The portal claims process, established in April 2010, aims to simplify and reduce the timeframe for resolving cases. In the event of a successful claim, the insurers have to pay significantly lower contributions to the injured person’s legal fees.
Recent changes to the portal have not been positive for accident victims. It is now a requirement to submit via the portal all road traffic claims for up to £25,000 (previously £10,000) as well as employers and public liability claims of the same value. As of July 2013 the contribution to legal fees can be as low as £500.
Cases leave the process where full liability is not admitted (except in road traffic cases where the only issue on liability is alleged failure to wear a seatbelt). There are however other circumstances in which the injured party may elect to exit, increasing the contribution to their legal fees payable in the event of a successful claim. Perhaps not surprisingly therefore, claimants exit the portal whenever is appropriate.
Once a claim has left the process it cannot re-enter and therefore the choice to exit is not one that should be taken lightly.
In the unreported case of Patel v Fortis Insurance Ltd in 2011 the court held that the claimant was not justified in exiting where the insurers failed to send an acknowledgement within one working day, contrary to paragraph 6.10 of the protocol covering the portal procedure. The judge said that such conduct was unreasonable and contrary to the spirit of the protocol.
Case law in this area is still very much developing and since then there have been a number of decisions which were more favourable to claimants.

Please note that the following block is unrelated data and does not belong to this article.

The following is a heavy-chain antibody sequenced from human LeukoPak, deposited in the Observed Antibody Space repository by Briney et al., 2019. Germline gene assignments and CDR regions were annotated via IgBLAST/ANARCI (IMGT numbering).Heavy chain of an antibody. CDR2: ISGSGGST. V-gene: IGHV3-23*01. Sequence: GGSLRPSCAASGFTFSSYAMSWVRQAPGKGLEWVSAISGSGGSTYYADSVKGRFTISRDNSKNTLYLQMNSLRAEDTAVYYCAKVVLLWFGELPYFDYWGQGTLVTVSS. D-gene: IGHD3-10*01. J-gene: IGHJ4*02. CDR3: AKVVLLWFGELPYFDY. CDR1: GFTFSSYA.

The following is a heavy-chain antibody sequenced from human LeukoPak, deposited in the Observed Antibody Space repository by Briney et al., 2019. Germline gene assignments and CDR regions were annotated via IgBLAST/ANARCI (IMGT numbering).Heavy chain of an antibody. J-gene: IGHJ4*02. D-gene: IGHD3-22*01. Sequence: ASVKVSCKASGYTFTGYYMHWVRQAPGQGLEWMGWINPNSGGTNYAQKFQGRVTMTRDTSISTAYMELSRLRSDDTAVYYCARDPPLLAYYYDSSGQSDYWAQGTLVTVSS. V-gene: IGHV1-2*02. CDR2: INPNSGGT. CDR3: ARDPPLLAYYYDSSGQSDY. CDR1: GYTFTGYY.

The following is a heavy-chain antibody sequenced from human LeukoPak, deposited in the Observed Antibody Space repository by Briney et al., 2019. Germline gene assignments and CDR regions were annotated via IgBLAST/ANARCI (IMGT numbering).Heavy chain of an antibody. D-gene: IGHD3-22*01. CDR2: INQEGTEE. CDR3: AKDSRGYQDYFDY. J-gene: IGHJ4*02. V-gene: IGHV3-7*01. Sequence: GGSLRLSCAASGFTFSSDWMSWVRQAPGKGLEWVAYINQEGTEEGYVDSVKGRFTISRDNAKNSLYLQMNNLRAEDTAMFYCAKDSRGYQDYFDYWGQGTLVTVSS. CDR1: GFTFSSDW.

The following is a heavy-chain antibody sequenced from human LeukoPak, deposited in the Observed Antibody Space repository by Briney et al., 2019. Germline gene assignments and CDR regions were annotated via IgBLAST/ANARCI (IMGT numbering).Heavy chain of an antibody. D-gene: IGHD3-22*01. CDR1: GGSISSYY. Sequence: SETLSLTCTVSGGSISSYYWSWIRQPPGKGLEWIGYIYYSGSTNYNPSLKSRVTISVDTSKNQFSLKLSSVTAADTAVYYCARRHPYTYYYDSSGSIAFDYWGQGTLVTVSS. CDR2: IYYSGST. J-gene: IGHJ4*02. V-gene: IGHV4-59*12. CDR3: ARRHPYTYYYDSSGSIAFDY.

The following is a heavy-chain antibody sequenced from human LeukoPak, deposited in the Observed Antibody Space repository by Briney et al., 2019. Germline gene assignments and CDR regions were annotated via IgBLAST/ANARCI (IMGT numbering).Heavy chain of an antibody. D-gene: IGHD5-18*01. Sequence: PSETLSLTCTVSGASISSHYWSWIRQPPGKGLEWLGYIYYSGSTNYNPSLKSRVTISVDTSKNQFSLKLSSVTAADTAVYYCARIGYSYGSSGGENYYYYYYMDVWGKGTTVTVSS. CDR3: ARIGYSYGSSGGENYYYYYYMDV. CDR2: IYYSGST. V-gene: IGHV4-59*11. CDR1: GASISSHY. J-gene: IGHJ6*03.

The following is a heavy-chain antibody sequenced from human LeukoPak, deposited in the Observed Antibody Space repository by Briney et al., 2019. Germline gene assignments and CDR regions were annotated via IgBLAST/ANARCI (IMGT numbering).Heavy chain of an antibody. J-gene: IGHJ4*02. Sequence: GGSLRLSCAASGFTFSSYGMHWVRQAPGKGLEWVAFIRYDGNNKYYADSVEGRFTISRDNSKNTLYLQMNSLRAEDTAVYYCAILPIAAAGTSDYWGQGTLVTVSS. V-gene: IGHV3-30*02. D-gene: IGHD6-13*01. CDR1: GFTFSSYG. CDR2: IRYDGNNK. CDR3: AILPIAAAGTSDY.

In Letts v Royal Sun Alliance Plc (2012) the claimant had issued proceedings on the day the protocol period had expired. Here it was held that waiting a few more days would not have changed the position and the claimant was right to exit the portal. On appeal, the judge saw no reason to interfere with the decision.
Another positive decision for claimants followed the case of Bromley v Hewson (2012) where eventual damages did not exceed £1,000 but the court decided that fixed portal legal costs should still be paid because the insurers had not taken the decision to exit the process beforehand.
In the current situation where the contribution to legal costs payable by insurers in portal cases is so low, it is in the interests of injured claimants to exit the portal following any technical breach of the protocol. However, some insurers are clearly willing to challenge this and the claimant may be left with only fixed portal costs if an argument in support of a decision to exit fails. Nevertheless, in this period of uncertainty solicitors representing accident victims are right to learn the rules and test their arguments before the courts where the protocol has not been adhered to.